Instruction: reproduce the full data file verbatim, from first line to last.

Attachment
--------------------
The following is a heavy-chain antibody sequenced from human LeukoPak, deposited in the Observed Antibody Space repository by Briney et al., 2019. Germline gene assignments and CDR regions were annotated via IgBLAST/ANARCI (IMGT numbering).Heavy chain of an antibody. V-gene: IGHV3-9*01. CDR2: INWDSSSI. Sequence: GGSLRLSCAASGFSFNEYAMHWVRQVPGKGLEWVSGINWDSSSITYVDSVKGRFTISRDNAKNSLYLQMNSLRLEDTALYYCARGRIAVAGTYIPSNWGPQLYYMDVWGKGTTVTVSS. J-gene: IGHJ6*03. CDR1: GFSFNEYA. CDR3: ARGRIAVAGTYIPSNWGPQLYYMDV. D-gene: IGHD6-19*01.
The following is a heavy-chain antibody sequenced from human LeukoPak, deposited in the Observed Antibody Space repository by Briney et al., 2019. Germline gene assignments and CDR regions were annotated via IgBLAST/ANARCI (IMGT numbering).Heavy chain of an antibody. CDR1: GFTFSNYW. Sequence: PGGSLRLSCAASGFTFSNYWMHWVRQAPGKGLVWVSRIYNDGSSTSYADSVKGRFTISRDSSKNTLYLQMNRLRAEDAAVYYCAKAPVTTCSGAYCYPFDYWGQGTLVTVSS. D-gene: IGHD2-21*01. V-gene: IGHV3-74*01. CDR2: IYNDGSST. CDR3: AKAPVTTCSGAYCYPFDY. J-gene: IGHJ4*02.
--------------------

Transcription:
The following is a heavy-chain antibody sequenced from human LeukoPak, deposited in the Observed Antibody Space repository by Briney et al., 2019. Germline gene assignments and CDR regions were annotated via IgBLAST/ANARCI (IMGT numbering).Heavy chain of an antibody. V-gene: IGHV3-9*01. CDR2: INWDSSSI. Sequence: GGSLRLSCAASGFSFNEYAMHWVRQVPGKGLEWVSGINWDSSSITYVDSVKGRFTISRDNAKNSLYLQMNSLRLEDTALYYCARGRIAVAGTYIPSNWGPQLYYMDVWGKGTTVTVSS. J-gene: IGHJ6*03. CDR1: GFSFNEYA. CDR3: ARGRIAVAGTYIPSNWGPQLYYMDV. D-gene: IGHD6-19*01.
The following is a heavy-chain antibody sequenced from human LeukoPak, deposited in the Observed Antibody Space repository by Briney et al., 2019. Germline gene assignments and CDR regions were annotated via IgBLAST/ANARCI (IMGT numbering).Heavy chain of an antibody. CDR1: GFTFSNYW. Sequence: PGGSLRLSCAASGFTFSNYWMHWVRQAPGKGLVWVSRIYNDGSSTSYADSVKGRFTISRDSSKNTLYLQMNRLRAEDAAVYYCAKAPVTTCSGAYCYPFDYWGQGTLVTVSS. D-gene: IGHD2-21*01. V-gene: IGHV3-74*01. CDR2: IYNDGSST. CDR3: AKAPVTTCSGAYCYPFDY. J-gene: IGHJ4*02.